JONATHAN COHN MARCH 26, 2012
Nobody knows what the Supreme Court will say about the Affordable Care Act, or exactly what a decision striking down part of the law would mean for the health care system. But one thing is clear already: Just by getting this case to the high court, which resumes hearings on Tuesday, the far right wing has already won something.
As recently as three years ago, the idea of an individual mandate (the requirement that most people get insurance or pay a penalty) was largely uncontroversial, not only within the Democratic Party but within the Republican Party as well. As late as the spring of 2009, prominent Republican lawmakers like Charles Grassley, ranking minority member of the Senate Finance Committee, publicly embraced the idea of the mandate as part of health care reform. If he or any other leaders of the GOP thought the mandate was an unholy violation of liberty, they kept it to themselves.
The mandate also has a lengthy, bipartisan resume: Among its original architects were researchers at the Heritage Foundation. Among its early supporters were the three top Republicans running for president: then-Senator Rick Santorum of Pennsylvania, then-Speaker Newt Gingrich and then-Governor Mitt Romney of Massachusetts. Romney, of course, enthusiastically promoted the mandate as a way of enforcing individual responsibility—because, as he liked to say, people who can pay for their health care share shouldn’t pass their bills onto others.
To be sure, not everybody within the Republican Party (or, for that matter, within the Democratic Party) liked the mandate. Libertarians, as far as I can tell, have always opposed it. They make a serious and intellectually honest case, which is part of their broader argument that the government should do far less than it does today. It's just not an argument most mainstream conservatives and Republicans endorsed—until the last few years.
And that's true of the judiciary, as well. The libertarian legal case makes perfect sense—if you’re reading the Constitution as the justices did in 1930 or, with respect to the Necessary and Proper Clause, as perhaps some justices did before Chief Justice John Marshall handed down his decision in McCollough v. Maryland. Until recently, even most conservatives were unwilling to revisit those precedents as the plaintiffs in these lawsuits now urge implicitly, if not explicitly. That’s why, in a pair of stinging rebukes to the libertarians, well-respected conservative judges Laurence Silberman and Jeffrey Sutton, found the constitutionality of the individual mandate to be an easy case—just as more liberal commentators, such as Slate’s Dahlia Lithwick, have suggested.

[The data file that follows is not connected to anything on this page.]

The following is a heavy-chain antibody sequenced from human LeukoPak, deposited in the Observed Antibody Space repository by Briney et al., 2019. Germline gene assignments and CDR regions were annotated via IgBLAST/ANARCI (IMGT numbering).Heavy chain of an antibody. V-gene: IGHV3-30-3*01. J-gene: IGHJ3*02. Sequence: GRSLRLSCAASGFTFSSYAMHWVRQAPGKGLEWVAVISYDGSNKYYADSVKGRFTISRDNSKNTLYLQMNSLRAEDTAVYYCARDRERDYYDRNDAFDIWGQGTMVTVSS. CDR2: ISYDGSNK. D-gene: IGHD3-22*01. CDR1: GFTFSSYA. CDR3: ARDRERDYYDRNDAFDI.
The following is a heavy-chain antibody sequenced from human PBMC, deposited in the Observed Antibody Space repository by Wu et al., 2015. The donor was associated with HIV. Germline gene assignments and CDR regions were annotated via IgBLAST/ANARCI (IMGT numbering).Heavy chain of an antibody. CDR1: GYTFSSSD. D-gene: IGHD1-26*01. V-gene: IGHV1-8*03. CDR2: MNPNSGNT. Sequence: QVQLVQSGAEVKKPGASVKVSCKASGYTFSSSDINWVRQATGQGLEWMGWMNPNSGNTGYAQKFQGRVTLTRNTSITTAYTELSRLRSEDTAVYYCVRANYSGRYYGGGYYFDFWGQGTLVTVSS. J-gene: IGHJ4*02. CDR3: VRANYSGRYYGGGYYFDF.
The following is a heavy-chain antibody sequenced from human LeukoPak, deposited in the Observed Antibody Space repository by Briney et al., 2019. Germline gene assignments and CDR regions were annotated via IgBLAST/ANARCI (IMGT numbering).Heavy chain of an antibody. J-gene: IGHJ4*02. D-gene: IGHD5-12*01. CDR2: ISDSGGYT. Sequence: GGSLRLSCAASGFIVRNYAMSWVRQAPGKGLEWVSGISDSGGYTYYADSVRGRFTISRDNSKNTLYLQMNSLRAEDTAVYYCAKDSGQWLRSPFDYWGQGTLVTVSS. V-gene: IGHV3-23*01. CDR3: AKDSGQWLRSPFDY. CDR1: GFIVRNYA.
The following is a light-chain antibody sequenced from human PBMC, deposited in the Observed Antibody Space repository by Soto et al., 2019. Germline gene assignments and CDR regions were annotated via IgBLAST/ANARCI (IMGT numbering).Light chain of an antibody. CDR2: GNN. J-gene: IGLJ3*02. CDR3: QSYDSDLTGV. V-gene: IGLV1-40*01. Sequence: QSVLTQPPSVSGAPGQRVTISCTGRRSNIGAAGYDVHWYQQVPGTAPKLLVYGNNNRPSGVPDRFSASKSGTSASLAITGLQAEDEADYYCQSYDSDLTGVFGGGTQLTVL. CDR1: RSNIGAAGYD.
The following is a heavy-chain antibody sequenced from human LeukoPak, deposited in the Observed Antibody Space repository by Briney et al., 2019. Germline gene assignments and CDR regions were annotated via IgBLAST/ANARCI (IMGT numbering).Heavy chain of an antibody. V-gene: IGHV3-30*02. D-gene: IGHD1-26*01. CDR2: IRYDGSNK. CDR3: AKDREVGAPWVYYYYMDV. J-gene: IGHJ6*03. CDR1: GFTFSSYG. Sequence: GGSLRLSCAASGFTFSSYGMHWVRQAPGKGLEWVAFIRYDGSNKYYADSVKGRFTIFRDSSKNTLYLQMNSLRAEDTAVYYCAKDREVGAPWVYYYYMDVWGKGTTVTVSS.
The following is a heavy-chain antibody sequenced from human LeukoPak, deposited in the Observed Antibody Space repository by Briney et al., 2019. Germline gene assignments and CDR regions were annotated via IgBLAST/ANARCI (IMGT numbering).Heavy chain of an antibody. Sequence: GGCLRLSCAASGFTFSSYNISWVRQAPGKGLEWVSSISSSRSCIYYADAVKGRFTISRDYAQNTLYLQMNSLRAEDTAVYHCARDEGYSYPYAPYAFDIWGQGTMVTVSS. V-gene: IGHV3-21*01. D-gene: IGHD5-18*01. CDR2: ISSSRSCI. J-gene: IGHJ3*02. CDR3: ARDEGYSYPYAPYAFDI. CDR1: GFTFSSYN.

But here we are, taking these arguments very seriously—on the campaign trail and, this week, in the courts. The politicians' transformation is no great mystery. They’re opportunists. The mandate is health care reform’s least popular element. By focusing on it, rather than more popular elements of the law, Republicans have a useful tool for attacking President Obama—potentially undermining his most significant domestic policy achievement and ending his tenure in office at one term.
If seizing on the mandate means conjuring up an outrage these politicians don’t really feel, or contradicting things they had said earlier, they're willing to do it. And if it plays to a Republican base that has worked itself into a frenzy over the size of government—except for Medicare and Social Security, of course—so much the better.
But the transformation of the judiciary is a bit more complex. It also reflects a change in who sits on the bench. Republicans have held the presidency for 20 of the last 32 years. They have used that time to populate the federal bench with true conservatives, at least some of whom really do subscribe to these libertarian notions of government—and at least a few whom, certainly, are as politically minded as the Republicans running for president. “The precedents supporting the constitutionality of ACA haven’t changed,” Jeffrey Toobin writes in the New Yorker, “but the federal judiciary, including the Supreme Court, has.”
It’s a reminder, Toobin says, of one reason that presidential elections matter: Over time, presidents can and will remake the judiciary. In the best case scenario for liberals, President Obama will win another term and, finally, break the congressional logjam that’s stalled his own efforts to appoint judges. But that will take time. The moment for health care reform, and perhaps many other causes, is now.
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